I'd gotten a flyer from Madame Patisserie in my mailbox when it'd first opened its second outlet, a bistro on the fringes of Orchard as opposed to its cafe at Boat Quay, but had only gotten off my butt to sample their wares at an invited tasting from the good people of HungryGoWhere.
Having dined on their menu thrice (the first at the tasting, and subsequent second and third visits on our own), I'd definitely recommend this to people living/working in/around the vicinity. Their meat dishes are done with aplomb, and their well-priced menu makes for a Atkins dieter's very affordable dream, even if their pastas require a fair bit of tuning and desserts were a little weak. The Hubs and I are now fans, and we regularly dabao from here because it's quite close to home.
Service is friendly and sincere, and the 2-odd-men-serving-staff is efficient enough, but I suspect it's also because the bistro hasn't quite taken off yet. 3 times I've been here, the tiny eatery was only half-filled at best, so I'm not sure how they'd handle a full-house. But tables here have a button that you can use to call for service or the bill, and I think it's a genius way of maximising productivity while coping with the labour crunch
The tasting started off on a good note with the Rucola Beef, a mass of lightly seared beef strips, quarters of cherry tomatoes, leafy rucola, and fried onions, all tossed in a piquant wafu dressing. The beef was juicy enough, but it was a smidge too salty. That being said, we still finished it all. The liberal sprinkling of crispy fried onion made the tasty medley sing.
At the revisit, they'd dialed down the salting, and the Hubs, who's usually ambivalent about rucola, lapped the Rucola Beef ($17.90) up. There wasn't a single leaf left by the time he was done.
A Cream of Apple & Carrot was the Soup-of-the-Day ($10.90) at the tasting. Redolent of autumny flavours of butternut squash, this was creamy and comforting, and never cloying.
Another appetizer that scored a hit at the invited tasting was the Pan-Seared Foie Gras with maple balsamic vinegrette, and diced fresh apples, strawberries, and orange.
At the revisit, the Pan-Seared Foie Gras ($20.90) was very well-received by the Hubs too. The foie gras had a gorgeous caramelized char, breaking away to reveal a meltingly smooth, decadently fatty meat. The fruits and basil-olive emulsion lent a tart contrast.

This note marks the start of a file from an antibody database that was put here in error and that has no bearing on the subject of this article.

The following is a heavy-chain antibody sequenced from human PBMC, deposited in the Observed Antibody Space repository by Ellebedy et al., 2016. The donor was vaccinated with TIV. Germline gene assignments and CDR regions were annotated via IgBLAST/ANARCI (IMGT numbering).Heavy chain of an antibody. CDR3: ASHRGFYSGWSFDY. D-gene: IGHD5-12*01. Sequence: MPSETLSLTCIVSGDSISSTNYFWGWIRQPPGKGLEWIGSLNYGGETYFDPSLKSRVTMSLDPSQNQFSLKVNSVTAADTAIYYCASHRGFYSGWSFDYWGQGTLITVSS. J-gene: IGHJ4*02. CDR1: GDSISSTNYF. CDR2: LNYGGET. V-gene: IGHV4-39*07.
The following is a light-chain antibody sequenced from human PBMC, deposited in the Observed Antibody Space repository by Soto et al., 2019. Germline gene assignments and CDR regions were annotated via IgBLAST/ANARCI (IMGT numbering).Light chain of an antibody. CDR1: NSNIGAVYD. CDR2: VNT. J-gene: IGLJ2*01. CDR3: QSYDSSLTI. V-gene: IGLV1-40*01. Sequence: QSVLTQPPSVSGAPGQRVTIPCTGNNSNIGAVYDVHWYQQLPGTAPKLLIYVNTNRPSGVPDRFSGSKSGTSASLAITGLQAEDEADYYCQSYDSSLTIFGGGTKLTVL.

The appetizers were all great, but the tasting's star pupil's the Bacon Bomb portobello laden with a tomato slice, baked egg, wrapped in bacon and grilled to a fragrant, served atop a potato mousse. This was so good 2 of us bloggers tookaway these for our better halves as a supper surprise.
At the revisit, the Bacon Bomb ($10 April promo price, $16.90 usual price) was, once again, done perfectly, with a softly baked egg that oozed a beautifully runny yolk when cut. Definitely gets our vote as a must-try here.
The Grilled Chicken Roulade, swaddled in streaky bacon, is served with a honeyed jus, baked tomato, button mushrooms, broccoli and potato mash. We particularly loved the juicy tomato.
At the revisit, the Hubs loved the Grilled Chicken Roulade ($16.90). The bacon wrapping amped up the flavours and kept the chicken succulent. Like me at the tasting, he also took to the tomato, baked to a juicy sweet finish.
The Beef Cheek, served with a red wine sauce, button mushrooms, broccoli and mesclun salad, didn't leave an impression at the tasting. It was soft enough, moist enough, but it just lacked that extra spark.
I made an about-turn, however, at the revisit. The Beef Cheek ($24.90) harmonized beautifully with that red wine sauce. The sappy elements of the sauce complemented the deep full-bodied taste of the beef, enlivening it. Also, knives aren't needed at all; we picked this apart with just our forks.
At the tasting, the Duck Confit was slathered with an orange sauce that lent brightness to the rich flavour of the game. Crisp skin, but the flesh needed work, it was a smidge dried out.
At the revisit, the Duck Confit ($17.90) was plastic fork-tender. An absolutely bang-on dish. The Hubs loved the balance brought about by the orange sauce.
The pastas paled in comparison with the meat dishes at the tasting. The Beef Paccheri was stuffed with a slightly dry beef ragu, drizzled with parmesan cheese, and served in a pool of tomato sauce. The tomato sauce was a lifesaver, it added much needed moisture to the pasta tubes.
I was prepared to keep an open mind about the Beef Paccheri ($18.90) at the revisit. The Hubs really liked it, especially the tomato sauce, and practically mopped up every last drop of sauce. The key here is to load each pasta tube up with copious lashings of that mellow sweet sauce.
The Smoked Duck Linguine ($20.90) with garlic, sundried tomatoes, smoked duck breast, and cranberry cream sauce proved to be the weakest link at the tasting. The cloying sauce was just too heavy on the cream and we couldn't taste any cranberry in this. Suffice it to say, we didn't finish it.
The Vanilla Mousse with Lychee Jelly ($8) was light and airy, but lacked punch in flavour. It was too bland.
Ditto for the Chestnut and Pear Dome Mousse Cake ($8). Good texture, but weak in taste.
Three-for-three, the Apple Crumble had good flavour but was a little dry.
At the revisit, only the Apple Crumble ($8) was available. I opted to add on a scoop of Vanilla Ice-Cream ($2) to solve the dry issue of the pie, and it totally works. Like peas and carrots, vanilla ice-cream and apple pie go together hand-in-hand.
25/27 Mackenzie Road
Tel: 6884 9601
Open Sundays to Thursdays from 11.30am to 12midnight;
Fridays & Saturdays from 11.30am to 1am